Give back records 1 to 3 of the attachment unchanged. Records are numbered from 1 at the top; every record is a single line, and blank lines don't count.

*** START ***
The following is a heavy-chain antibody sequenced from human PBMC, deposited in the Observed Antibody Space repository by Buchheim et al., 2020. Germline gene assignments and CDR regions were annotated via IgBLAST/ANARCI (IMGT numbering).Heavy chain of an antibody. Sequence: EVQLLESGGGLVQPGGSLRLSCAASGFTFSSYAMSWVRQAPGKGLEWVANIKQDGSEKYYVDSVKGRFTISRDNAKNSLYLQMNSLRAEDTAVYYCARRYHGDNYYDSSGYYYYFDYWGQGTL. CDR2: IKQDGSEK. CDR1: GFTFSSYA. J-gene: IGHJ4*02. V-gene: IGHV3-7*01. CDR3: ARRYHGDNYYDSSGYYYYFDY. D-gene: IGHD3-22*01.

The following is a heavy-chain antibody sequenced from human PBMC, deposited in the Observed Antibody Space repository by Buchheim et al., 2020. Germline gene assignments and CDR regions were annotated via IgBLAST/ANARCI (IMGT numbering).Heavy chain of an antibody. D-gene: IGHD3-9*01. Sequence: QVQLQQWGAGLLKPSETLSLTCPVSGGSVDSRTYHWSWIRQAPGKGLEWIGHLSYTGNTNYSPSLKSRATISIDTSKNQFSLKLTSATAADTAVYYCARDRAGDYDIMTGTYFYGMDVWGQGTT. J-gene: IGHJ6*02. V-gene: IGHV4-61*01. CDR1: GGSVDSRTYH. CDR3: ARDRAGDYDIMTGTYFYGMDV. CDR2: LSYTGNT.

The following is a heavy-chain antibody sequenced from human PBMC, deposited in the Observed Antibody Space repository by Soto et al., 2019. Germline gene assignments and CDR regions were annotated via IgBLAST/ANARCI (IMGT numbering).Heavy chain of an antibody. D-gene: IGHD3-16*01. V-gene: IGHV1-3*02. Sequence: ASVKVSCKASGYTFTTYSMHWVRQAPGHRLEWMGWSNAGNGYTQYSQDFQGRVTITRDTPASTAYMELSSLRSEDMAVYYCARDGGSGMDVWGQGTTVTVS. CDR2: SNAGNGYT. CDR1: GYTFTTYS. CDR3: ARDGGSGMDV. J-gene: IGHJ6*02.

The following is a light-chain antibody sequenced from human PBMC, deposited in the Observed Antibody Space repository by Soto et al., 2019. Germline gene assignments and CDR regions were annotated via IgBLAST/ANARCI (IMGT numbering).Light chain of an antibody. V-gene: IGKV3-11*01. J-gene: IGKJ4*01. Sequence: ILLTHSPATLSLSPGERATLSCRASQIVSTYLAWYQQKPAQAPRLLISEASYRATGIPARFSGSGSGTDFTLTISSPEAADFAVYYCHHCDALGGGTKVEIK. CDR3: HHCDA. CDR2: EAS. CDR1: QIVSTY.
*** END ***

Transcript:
The following is a heavy-chain antibody sequenced from human PBMC, deposited in the Observed Antibody Space repository by Buchheim et al., 2020. Germline gene assignments and CDR regions were annotated via IgBLAST/ANARCI (IMGT numbering).Heavy chain of an antibody. Sequence: EVQLLESGGGLVQPGGSLRLSCAASGFTFSSYAMSWVRQAPGKGLEWVANIKQDGSEKYYVDSVKGRFTISRDNAKNSLYLQMNSLRAEDTAVYYCARRYHGDNYYDSSGYYYYFDYWGQGTL. CDR2: IKQDGSEK. CDR1: GFTFSSYA. J-gene: IGHJ4*02. V-gene: IGHV3-7*01. CDR3: ARRYHGDNYYDSSGYYYYFDY. D-gene: IGHD3-22*01.

The following is a heavy-chain antibody sequenced from human PBMC, deposited in the Observed Antibody Space repository by Buchheim et al., 2020. Germline gene assignments and CDR regions were annotated via IgBLAST/ANARCI (IMGT numbering).Heavy chain of an antibody. D-gene: IGHD3-9*01. Sequence: QVQLQQWGAGLLKPSETLSLTCPVSGGSVDSRTYHWSWIRQAPGKGLEWIGHLSYTGNTNYSPSLKSRATISIDTSKNQFSLKLTSATAADTAVYYCARDRAGDYDIMTGTYFYGMDVWGQGTT. J-gene: IGHJ6*02. V-gene: IGHV4-61*01. CDR1: GGSVDSRTYH. CDR3: ARDRAGDYDIMTGTYFYGMDV. CDR2: LSYTGNT.

The following is a heavy-chain antibody sequenced from human PBMC, deposited in the Observed Antibody Space repository by Soto et al., 2019. Germline gene assignments and CDR regions were annotated via IgBLAST/ANARCI (IMGT numbering).Heavy chain of an antibody. D-gene: IGHD3-16*01. V-gene: IGHV1-3*02. Sequence: ASVKVSCKASGYTFTTYSMHWVRQAPGHRLEWMGWSNAGNGYTQYSQDFQGRVTITRDTPASTAYMELSSLRSEDMAVYYCARDGGSGMDVWGQGTTVTVS. CDR2: SNAGNGYT. CDR1: GYTFTTYS. CDR3: ARDGGSGMDV. J-gene: IGHJ6*02.